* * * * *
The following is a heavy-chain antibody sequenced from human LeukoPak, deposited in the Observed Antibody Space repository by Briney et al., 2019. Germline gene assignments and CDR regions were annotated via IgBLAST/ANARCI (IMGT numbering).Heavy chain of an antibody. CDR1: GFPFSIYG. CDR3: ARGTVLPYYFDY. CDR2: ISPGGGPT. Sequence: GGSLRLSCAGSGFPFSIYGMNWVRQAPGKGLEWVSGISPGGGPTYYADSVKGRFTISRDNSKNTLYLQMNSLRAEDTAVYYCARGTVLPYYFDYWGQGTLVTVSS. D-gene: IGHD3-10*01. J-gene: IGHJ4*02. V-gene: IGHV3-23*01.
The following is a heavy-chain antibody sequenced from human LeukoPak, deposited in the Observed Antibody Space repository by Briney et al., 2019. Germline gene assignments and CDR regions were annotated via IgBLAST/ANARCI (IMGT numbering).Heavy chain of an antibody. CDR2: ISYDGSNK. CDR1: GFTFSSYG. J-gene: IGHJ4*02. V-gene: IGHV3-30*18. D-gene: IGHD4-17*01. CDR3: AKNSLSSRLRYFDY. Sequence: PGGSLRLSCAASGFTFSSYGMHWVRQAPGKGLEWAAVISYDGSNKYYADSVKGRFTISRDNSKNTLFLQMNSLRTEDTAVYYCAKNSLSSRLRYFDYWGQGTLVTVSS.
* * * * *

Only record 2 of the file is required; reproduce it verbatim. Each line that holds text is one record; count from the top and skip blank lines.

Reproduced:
The following is a heavy-chain antibody sequenced from human LeukoPak, deposited in the Observed Antibody Space repository by Briney et al., 2019. Germline gene assignments and CDR regions were annotated via IgBLAST/ANARCI (IMGT numbering).Heavy chain of an antibody. CDR2: ISYDGSNK. CDR1: GFTFSSYG. J-gene: IGHJ4*02. V-gene: IGHV3-30*18. D-gene: IGHD4-17*01. CDR3: AKNSLSSRLRYFDY. Sequence: PGGSLRLSCAASGFTFSSYGMHWVRQAPGKGLEWAAVISYDGSNKYYADSVKGRFTISRDNSKNTLFLQMNSLRTEDTAVYYCAKNSLSSRLRYFDYWGQGTLVTVSS.